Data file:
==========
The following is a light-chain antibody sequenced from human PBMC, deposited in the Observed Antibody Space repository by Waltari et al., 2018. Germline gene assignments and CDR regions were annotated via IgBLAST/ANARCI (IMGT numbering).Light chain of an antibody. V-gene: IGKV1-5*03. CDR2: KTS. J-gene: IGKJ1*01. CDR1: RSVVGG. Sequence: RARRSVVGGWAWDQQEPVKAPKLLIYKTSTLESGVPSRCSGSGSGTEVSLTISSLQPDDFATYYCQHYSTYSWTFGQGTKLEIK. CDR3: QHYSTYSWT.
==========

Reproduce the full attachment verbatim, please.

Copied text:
The following is a light-chain antibody sequenced from human PBMC, deposited in the Observed Antibody Space repository by Waltari et al., 2018. Germline gene assignments and CDR regions were annotated via IgBLAST/ANARCI (IMGT numbering).Light chain of an antibody. V-gene: IGKV1-5*03. CDR2: KTS. J-gene: IGKJ1*01. CDR1: RSVVGG. Sequence: RARRSVVGGWAWDQQEPVKAPKLLIYKTSTLESGVPSRCSGSGSGTEVSLTISSLQPDDFATYYCQHYSTYSWTFGQGTKLEIK. CDR3: QHYSTYSWT.